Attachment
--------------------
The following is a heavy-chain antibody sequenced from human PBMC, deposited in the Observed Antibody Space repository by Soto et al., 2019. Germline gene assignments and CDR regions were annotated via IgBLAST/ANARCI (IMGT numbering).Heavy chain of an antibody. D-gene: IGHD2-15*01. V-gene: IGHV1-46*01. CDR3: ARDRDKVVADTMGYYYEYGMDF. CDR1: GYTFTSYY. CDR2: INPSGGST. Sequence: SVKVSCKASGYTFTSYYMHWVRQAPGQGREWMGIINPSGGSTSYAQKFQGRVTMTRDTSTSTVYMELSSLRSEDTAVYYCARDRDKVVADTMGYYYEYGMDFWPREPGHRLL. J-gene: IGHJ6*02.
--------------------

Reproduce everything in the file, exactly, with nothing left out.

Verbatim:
The following is a heavy-chain antibody sequenced from human PBMC, deposited in the Observed Antibody Space repository by Soto et al., 2019. Germline gene assignments and CDR regions were annotated via IgBLAST/ANARCI (IMGT numbering).Heavy chain of an antibody. D-gene: IGHD2-15*01. V-gene: IGHV1-46*01. CDR3: ARDRDKVVADTMGYYYEYGMDF. CDR1: GYTFTSYY. CDR2: INPSGGST. Sequence: SVKVSCKASGYTFTSYYMHWVRQAPGQGREWMGIINPSGGSTSYAQKFQGRVTMTRDTSTSTVYMELSSLRSEDTAVYYCARDRDKVVADTMGYYYEYGMDFWPREPGHRLL. J-gene: IGHJ6*02.